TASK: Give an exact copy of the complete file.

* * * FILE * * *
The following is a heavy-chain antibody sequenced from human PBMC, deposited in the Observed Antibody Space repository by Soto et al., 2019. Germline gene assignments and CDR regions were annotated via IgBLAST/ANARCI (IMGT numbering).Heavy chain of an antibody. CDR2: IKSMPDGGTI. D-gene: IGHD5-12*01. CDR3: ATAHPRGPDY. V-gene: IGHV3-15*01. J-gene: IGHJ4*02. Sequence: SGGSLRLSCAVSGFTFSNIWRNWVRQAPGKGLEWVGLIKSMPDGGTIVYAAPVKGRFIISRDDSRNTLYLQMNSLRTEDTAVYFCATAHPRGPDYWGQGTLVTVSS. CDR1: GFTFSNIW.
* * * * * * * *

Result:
The following is a heavy-chain antibody sequenced from human PBMC, deposited in the Observed Antibody Space repository by Soto et al., 2019. Germline gene assignments and CDR regions were annotated via IgBLAST/ANARCI (IMGT numbering).Heavy chain of an antibody. CDR2: IKSMPDGGTI. D-gene: IGHD5-12*01. CDR3: ATAHPRGPDY. V-gene: IGHV3-15*01. J-gene: IGHJ4*02. Sequence: SGGSLRLSCAVSGFTFSNIWRNWVRQAPGKGLEWVGLIKSMPDGGTIVYAAPVKGRFIISRDDSRNTLYLQMNSLRTEDTAVYFCATAHPRGPDYWGQGTLVTVSS. CDR1: GFTFSNIW.